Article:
Objective 1: Investigate the use of selected probiotics, natural plant compounds, and bacteriophage, as potential alternatives to antibiotics and mechanisms to reduce the levels of Salmonella and Campylobacter in poultry. Evaluate these products in multiple production/processing systems including conventional, pasture raised, and organic systems. Sub-objective 1A: Reduce the incidence of Campylobacter in preharvest poultry by selecting probiotics that utilize mucin for growth and competitively inhibit Campylobacter colonization in broiler chickens. Sub-objective 1B: Reduce the incidence of Salmonella and Campylobacter in pre and postharvest poultry by utilizing plant extracts and other natural compounds such as chitosan, ß-resorcylic acid, naringenin and rutin hydrate. Sub-objective 1C: Reduce the incidence of Campylobacter in pre and postharvest poultry using mucin-adapted bacteriophage and genome targeting CRISPR-Cas system. Sub-objective 1D: Evaluate the genome wide effect of natural plant compounds and probiotics on Campylobacter especially genes critical for colonization in chicken using high-throughput deep sequencing of mRNA transcripts using RNA-seq. Objective 2: Develop innovative strategies for increasing disease resistance and improving immunity to foodborne pathogens of poultry using egg shell membrane technology. Sub-objective 2A: Determine effects of egg shell membrane on immune indices of chickens. Sub-objective 2B: Develop a proof of concept model for mucosal modulation of immunity by enriching HESM with Salmonella and Campylobacter.
Our overall goal is to develop novel natural treatment strategies to reduce or eliminate the incidence of Salmonella and Campylobacter colonization in poultry and contamination in products. Our strategy is to target the site of colonization in the bird, the mucosal lining of the crypts, by evaluating selected probiotic isolates and bacteriophages against Campylobacter that competitively inhibit Campylobacter within the enteric crypt environment. For the studies with natural antimicrobial compounds in feed, the individual effects of ß-resorcylic acid, chitosan, rutin hydrate and naringenin will be tested in broiler chickens, and then the potential additive effects of combining these treatments will be evaluated. Previous results demonstrate that young birds are predictive of efficacy in market age birds (Solis de los Santos et al., 2008a, b, 2009). Use of younger birds reduces the time and expense (e.g., feed costs) so that more isolates or compounds can be tested. Optimal concentrations and combinations will be tested in market-age birds.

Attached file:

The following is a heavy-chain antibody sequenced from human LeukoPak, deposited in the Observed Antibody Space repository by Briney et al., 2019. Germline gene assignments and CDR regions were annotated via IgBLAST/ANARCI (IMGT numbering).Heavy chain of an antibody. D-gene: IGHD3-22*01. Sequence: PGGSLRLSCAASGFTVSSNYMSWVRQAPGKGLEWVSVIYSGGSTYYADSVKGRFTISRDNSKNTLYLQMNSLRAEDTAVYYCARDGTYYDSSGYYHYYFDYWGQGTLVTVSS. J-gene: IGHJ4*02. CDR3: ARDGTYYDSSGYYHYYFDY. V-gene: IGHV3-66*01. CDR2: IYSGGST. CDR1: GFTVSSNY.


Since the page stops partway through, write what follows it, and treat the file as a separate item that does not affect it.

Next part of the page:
Under Subobjective 1A, we completed the studies on selecting probiotics that utilize mucin for growth and competitively inhibit Campylobacter colonization in broiler chickens. These studies were completed and the manuscript was published in the International Journal of Poultry Science. Under Subobjective 1B, we completed several studies using plant compounds (eugenol, carvacrol, trans-cinnamaldehyde, ß-resorcylic acid) for reducing Campylobacter in post-harvest poultry and the results were either published or under review for publication in peer reviewed journals. We also conducted a study in which we tested the efficacy of in-water supplementation of eugenol (generally recognized as safe status) nanoemulsion in reducing Campylobacter cecal colonization in 14-day-old broiler chickens. Two trials were conducted and the results suggest that eugenol nanoemulsion could potentially be used to control Campylobacter colonization in broiler chickens. We also evaluated the effect of eugenol on cecal microbiome of broiler chickens. We completed the data analysis and the manuscript is under preparation. Under Subobjective 1C, we are conducting studies with Salmonella and/or Campylobacter specific bacteriophages for reducing foodborne pathogens in post-harvest poultry. We have had two SY vacancies since the start of this in-house project and do not have the expertise to efficiently carry out the CRISPR-Cas research planned during the original time frame proposed. We dropped the CRISPR-Cas part and added mucin adapted Salmonella phage research to this subobjective. We made substantial progress in conducting these studies and the proposed milestones can be achieved by the end of the year. Under Subobjective 1D, we successfully completed studies evaluating the genome wide effect of select natural plant compounds on genes critical for Campylobacter colonization in broiler chickens. We also completed studies evaluating the genes critical for the persistence and survival of Campylobacter in the environment and in post-harvest poultry and poultry products. The results were published in peer reviewed journals. Under Subobjective 2A, we completed the studies determining the effects of eggshell membrane on immune indices of chickens and the results are published. Under subobjective 2B, using chicken enterocyte cultures we found that treatment with phorbol myristate acetate (PMA), a protein kinase C activator, produces cachectic changes in the cells which simulates the changes in intestinal their permeability, a condition that makes intestine predisposed to infection and enteritis. The morphological changes in the cells are associated with changes in many cellular proteins particularly associated with nuclear and mitochondrial metabolism. We also developed a method to produce chicken intestinal organoids and characterized them with respect to the types of cells present in those organoids. The organoids are 3 dimensional constructs of tissues which facilitate studying the biological processes such as infection, interactions with chemicals, nutrients, and metabolic processes in culture; therefore, it is considered a better model than the cell line or tissue dissociated cells for different physiological and pathological studies. Using organoids, we studied the effect of some selective chemical and biological factors that provide the glimpse of how these factors may affect intestinal integrity and health. Use of organoids for intestinal studies in chicken may substitute for the use of live animals increasing the sustainability. In the process we also discovered an interesting dynamic of thymosin beta 4 (Tß4), a peptide implicated in tissue healing and regeneration. Whereas the freshly harvested intestinal villi lacked any substantial presence of Tß4, the organoids were Tß4 abound. The enteric organoid model does provide new vista for regeneration research.